Monday, August 11, 2014

China Moves to Nationalize Christianity

Yeah, I know, it sounds wacky but it's true.  China wants to nationalize as in "Sinicize" the Christian religion as it's practiced in the Peoples Republic.

“The construction of Chinese Christian theology should adapt to China’s national condition and integrate with Chinese culture,” Wang Zuoan, director of the State Administration for Religious Affairs, said at a Shanghai forum on the “Sinicization of Christianity,” according to Chinese state media.

...the officials’ comments last week indicate that the Chinese Communist Party intends to further tighten its grip over Christianity. There are a number of possible targets and motivations for the crackdown.
First, Christianity in general, and Protestantism in particular, has exploded in China in recent years. As The Diplomat has previously noted, China is already estimated to have 58 million Protestants and some believe it will be home to the largest Christian population by 2030. Roughly one half of China’s current Protestants are estimated to belong to underground, illegal churches.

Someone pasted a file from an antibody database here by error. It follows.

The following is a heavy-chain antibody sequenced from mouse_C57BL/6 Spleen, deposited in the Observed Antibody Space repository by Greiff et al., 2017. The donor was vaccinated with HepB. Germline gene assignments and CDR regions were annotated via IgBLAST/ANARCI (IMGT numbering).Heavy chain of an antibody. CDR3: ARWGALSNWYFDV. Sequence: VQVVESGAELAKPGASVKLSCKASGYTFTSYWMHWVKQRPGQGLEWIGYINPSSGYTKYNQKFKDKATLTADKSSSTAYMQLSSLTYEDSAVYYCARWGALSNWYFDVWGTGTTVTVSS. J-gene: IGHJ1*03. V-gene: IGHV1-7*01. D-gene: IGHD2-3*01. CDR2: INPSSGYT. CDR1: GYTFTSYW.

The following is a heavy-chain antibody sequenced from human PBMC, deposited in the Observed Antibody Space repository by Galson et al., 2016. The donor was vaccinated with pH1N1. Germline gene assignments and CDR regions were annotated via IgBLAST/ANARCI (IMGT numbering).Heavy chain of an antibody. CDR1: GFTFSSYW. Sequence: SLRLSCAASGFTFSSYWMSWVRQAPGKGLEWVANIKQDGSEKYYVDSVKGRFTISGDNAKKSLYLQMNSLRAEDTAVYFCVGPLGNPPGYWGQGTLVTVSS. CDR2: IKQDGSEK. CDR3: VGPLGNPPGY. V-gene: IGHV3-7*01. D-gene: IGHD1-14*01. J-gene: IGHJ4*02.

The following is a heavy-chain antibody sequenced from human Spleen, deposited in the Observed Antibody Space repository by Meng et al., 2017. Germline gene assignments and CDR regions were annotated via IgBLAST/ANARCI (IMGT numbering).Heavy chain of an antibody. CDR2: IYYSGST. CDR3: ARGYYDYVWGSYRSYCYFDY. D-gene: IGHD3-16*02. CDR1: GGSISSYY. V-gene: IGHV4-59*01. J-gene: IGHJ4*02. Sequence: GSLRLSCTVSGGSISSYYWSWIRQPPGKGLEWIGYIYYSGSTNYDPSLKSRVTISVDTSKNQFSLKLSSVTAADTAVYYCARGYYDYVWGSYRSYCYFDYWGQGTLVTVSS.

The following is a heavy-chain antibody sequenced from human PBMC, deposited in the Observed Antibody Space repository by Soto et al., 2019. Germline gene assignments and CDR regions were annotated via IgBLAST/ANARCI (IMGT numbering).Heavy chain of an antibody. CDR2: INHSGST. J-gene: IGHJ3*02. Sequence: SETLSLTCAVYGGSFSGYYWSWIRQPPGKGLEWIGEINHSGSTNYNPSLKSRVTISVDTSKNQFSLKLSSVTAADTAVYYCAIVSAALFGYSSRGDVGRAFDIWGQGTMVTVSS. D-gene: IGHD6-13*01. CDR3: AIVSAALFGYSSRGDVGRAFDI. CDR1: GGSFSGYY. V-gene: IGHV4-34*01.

The officials who spoke at the Shanghai forum indicated that this rapid growth was the rationale behind the crackdown. For example, Gao Feng, the president of the China Christian Council, told the audience: “Over the past years, China’s Protestantism has become one of the fastest growing universal churches.” Wang himself noted: “Over the past decades, the Protestant churches in China have developed very quickly with the implementation of the country’s religious policy. In the future, we will continue to boost the development of Christianity in China.”
The growth of religion in China is to be expected given the government’s relaxation of restrictions on it (compared to the Mao era) and the profound socio-economic changes China has undergone since the reform and opening up period began. However, its growth also gives it the potential to act as a unifying force for political opposition to the CCP’s authority. Crucially, Christianity could potentially cut across regional divides in China.

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